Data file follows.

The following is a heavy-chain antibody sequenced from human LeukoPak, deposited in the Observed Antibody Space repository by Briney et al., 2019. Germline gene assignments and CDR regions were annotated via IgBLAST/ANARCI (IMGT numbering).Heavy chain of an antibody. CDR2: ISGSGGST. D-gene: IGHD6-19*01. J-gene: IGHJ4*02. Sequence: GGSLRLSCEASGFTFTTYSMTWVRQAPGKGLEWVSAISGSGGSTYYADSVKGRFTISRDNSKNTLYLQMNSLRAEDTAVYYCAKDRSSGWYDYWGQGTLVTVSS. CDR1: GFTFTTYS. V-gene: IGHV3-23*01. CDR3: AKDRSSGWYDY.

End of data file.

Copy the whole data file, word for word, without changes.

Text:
The following is a heavy-chain antibody sequenced from human LeukoPak, deposited in the Observed Antibody Space repository by Briney et al., 2019. Germline gene assignments and CDR regions were annotated via IgBLAST/ANARCI (IMGT numbering).Heavy chain of an antibody. CDR2: ISGSGGST. D-gene: IGHD6-19*01. J-gene: IGHJ4*02. Sequence: GGSLRLSCEASGFTFTTYSMTWVRQAPGKGLEWVSAISGSGGSTYYADSVKGRFTISRDNSKNTLYLQMNSLRAEDTAVYYCAKDRSSGWYDYWGQGTLVTVSS. CDR1: GFTFTTYS. V-gene: IGHV3-23*01. CDR3: AKDRSSGWYDY.